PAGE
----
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How to move a Bridgeport, maybe...


Ed Poore
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Thought it might be of more interest because it's the first time something significant has been moved with the Sandringham 6.

Little over a year ago I bought a Bridgeport with the intention of moving it into the shed in Surrey. Funny story but collected it in Sunderland and was then on my way to view my new place for the first time and also pick up my two labs from my parents (in South-West Wales). Somewhere in North Wales it turns out I snapped the second crankshaft in 5 weeks in the Defender, but it made it all the way from North to South Wales towing the Bridgeport with a snapped crank :blink:.

Anyway rather than deal with everything the mill got chucked on a pallet in one of the barns at the farm, lubed up the ways and chucked it under a couple of tarps and got on with life. Quit job, moved house and then started planning workshops, decided it wasn't worth moving the mill over since the temporary workshop has a slight issue in the form of the door being 2ft off the ground. Had hoped to get the new workshop (which is at ground level) up and running fairly quickly but that's not happened.

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It's going to be several months at the earliest before the new workshop is ready to take in the machine tools, probably longer. Some stuff came up at work and got me thinking that since the workshops are months off I shouldn't hang around and let work take a hit if I can get the mill up and running. The recent acquisition of a new toy, sorry tool, in the form of a JCB 2CX got me thinking that maybe it was possible to get the mill into the temporary workshop. So a plan started to form.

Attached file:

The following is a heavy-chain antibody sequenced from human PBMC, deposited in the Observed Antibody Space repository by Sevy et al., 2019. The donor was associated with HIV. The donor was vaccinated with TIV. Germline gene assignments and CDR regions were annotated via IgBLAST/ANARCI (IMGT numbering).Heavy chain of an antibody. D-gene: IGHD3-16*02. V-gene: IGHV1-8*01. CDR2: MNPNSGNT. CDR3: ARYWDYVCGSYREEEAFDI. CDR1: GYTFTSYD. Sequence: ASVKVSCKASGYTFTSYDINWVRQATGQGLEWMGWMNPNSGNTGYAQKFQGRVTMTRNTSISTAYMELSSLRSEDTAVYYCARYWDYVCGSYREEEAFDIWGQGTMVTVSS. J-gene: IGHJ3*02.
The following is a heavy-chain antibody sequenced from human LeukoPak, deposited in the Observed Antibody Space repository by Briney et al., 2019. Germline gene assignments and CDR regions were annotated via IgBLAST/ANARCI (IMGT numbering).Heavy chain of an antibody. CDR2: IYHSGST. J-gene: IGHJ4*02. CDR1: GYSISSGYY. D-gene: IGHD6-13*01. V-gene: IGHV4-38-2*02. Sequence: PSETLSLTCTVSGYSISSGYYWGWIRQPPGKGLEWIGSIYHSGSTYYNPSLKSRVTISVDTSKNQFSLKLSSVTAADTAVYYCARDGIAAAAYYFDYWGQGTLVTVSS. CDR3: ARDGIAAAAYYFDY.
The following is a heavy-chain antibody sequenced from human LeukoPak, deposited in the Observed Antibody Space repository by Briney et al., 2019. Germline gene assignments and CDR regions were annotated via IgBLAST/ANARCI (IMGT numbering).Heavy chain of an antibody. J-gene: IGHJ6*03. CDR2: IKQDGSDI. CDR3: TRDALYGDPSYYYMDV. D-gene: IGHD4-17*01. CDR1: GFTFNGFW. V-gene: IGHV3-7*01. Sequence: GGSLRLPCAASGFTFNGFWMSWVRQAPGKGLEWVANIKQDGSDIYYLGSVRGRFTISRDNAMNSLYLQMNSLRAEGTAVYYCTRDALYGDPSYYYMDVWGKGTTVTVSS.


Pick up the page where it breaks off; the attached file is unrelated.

Then I realised that there probably wasn't the headroom in the doorway to fit the mill (minus the turret) and the JCB's dipper arm through the doorway. Buuut, the 6x6 looked a suspiciously good match-up height wise between the bed and the door. So the JCB may have been used to remove the steps (temporarily) and a quick test fit showed this was probably going to be a much more sensible idea. It was meant to be!

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Prior to shifting the mill over from storage thought it was probably sensible to have some form of anchor point inside the workshop to winch it in off if need-be so a suitable piece of scrap was found, and some expanding bolts sunk into what was an open fireplace (this building used to be the kitchens back in Victorian times). One of the four bolts destroyed the concrete so was left with 3 holding it - so we'll see how that holds out :blink:

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Before the mill could be loaded the rear portion of the bed was removed to remove the pick-up pipe from the tank for an inspection, it really struggled getting up the hills (and we have some good ones here) which felt suspiciously like a lack of fuel issue. Unfortunately I didn't get a photo because my hands were all covered in diesel but the filter on the pipe was completely coated up in something, not quite sure what. Anyway blasted off what I could from with the air compressor and then we shoved it in one of the ultrasonic baths in the dark room and then reinstalled and took it for a quick spin up the hill just outside the entrance to the farm - much much better!

So then taking of photos really took a dive here but with the help of a 3t excavator that's just had all the hydraulic cylinders refurbished the big bit of the mill was loaded onto the back. This shows how nice the setup is that without any tools you can remove the sides and the corner posts to turn it into a big tray back (that will just squeeze an 8x4ft sheet onto the back (extra foot and a half width ways but 1/2" to spare length-ways.